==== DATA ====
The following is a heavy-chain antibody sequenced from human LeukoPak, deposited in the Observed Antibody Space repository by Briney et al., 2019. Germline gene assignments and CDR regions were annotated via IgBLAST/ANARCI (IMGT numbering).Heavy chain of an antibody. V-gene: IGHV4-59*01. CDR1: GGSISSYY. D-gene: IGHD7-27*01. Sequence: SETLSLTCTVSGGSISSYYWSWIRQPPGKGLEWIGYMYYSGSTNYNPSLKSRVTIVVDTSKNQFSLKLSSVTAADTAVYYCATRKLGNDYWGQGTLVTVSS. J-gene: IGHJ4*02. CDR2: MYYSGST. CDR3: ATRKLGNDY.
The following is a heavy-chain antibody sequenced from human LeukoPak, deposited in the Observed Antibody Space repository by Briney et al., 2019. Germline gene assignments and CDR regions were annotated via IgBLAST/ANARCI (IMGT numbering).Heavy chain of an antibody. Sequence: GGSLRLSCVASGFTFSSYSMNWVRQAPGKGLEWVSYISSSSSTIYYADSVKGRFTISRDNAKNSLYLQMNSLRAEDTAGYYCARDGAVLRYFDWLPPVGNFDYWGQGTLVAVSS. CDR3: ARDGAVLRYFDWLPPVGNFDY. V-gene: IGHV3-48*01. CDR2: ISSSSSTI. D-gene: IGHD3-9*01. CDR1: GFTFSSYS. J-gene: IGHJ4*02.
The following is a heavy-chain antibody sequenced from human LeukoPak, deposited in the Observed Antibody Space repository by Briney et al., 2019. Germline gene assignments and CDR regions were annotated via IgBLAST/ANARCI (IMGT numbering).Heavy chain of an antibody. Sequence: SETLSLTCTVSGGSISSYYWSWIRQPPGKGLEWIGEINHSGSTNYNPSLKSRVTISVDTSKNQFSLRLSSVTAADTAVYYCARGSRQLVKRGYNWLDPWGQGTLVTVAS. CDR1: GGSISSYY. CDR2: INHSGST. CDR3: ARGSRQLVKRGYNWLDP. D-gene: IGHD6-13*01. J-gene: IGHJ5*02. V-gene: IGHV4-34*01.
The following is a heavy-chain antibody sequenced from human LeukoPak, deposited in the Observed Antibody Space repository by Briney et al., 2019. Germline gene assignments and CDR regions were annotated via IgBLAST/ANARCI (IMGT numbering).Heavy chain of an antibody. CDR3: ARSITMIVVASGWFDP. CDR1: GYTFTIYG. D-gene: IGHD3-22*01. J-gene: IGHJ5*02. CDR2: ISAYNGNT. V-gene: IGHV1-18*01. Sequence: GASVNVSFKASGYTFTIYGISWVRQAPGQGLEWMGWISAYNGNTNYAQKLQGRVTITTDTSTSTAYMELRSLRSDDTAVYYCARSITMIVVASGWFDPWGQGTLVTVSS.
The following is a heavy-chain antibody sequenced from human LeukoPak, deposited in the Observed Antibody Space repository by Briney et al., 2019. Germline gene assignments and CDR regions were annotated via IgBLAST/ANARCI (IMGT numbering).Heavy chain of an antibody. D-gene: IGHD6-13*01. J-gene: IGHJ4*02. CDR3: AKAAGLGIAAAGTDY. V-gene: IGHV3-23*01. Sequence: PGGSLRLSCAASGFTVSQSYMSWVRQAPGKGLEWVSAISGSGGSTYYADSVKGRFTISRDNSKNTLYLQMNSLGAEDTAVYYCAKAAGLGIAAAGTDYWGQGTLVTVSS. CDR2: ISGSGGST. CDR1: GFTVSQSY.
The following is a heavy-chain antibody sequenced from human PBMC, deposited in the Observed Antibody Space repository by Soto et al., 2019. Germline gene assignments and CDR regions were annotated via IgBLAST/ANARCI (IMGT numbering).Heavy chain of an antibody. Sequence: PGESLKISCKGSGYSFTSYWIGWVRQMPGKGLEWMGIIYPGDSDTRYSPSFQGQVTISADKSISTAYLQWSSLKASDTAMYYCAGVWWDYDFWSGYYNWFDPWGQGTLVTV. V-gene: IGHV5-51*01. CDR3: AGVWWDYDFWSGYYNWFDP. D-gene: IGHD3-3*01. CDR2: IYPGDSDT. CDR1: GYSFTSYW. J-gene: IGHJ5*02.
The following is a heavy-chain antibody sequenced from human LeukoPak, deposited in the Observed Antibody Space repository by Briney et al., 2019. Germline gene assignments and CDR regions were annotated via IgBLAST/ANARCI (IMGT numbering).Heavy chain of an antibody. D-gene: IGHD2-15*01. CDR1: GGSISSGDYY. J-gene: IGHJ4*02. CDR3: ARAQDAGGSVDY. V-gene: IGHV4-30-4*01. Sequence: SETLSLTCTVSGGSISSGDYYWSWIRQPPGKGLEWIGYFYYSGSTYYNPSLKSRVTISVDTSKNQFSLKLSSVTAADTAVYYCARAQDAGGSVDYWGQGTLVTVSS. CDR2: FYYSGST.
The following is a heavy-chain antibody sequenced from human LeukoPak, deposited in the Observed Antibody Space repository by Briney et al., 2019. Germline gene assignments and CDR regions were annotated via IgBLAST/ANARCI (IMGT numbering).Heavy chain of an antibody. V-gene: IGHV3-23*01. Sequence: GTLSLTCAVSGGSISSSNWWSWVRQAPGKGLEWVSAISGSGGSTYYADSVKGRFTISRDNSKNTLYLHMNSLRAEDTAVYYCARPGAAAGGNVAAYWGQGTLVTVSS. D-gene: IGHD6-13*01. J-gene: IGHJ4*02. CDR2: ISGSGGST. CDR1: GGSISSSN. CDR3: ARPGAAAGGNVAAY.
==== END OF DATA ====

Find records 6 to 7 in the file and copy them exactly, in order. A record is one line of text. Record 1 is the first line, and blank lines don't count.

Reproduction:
The following is a heavy-chain antibody sequenced from human PBMC, deposited in the Observed Antibody Space repository by Soto et al., 2019. Germline gene assignments and CDR regions were annotated via IgBLAST/ANARCI (IMGT numbering).Heavy chain of an antibody. Sequence: PGESLKISCKGSGYSFTSYWIGWVRQMPGKGLEWMGIIYPGDSDTRYSPSFQGQVTISADKSISTAYLQWSSLKASDTAMYYCAGVWWDYDFWSGYYNWFDPWGQGTLVTV. V-gene: IGHV5-51*01. CDR3: AGVWWDYDFWSGYYNWFDP. D-gene: IGHD3-3*01. CDR2: IYPGDSDT. CDR1: GYSFTSYW. J-gene: IGHJ5*02.
The following is a heavy-chain antibody sequenced from human LeukoPak, deposited in the Observed Antibody Space repository by Briney et al., 2019. Germline gene assignments and CDR regions were annotated via IgBLAST/ANARCI (IMGT numbering).Heavy chain of an antibody. D-gene: IGHD2-15*01. CDR1: GGSISSGDYY. J-gene: IGHJ4*02. CDR3: ARAQDAGGSVDY. V-gene: IGHV4-30-4*01. Sequence: SETLSLTCTVSGGSISSGDYYWSWIRQPPGKGLEWIGYFYYSGSTYYNPSLKSRVTISVDTSKNQFSLKLSSVTAADTAVYYCARAQDAGGSVDYWGQGTLVTVSS. CDR2: FYYSGST.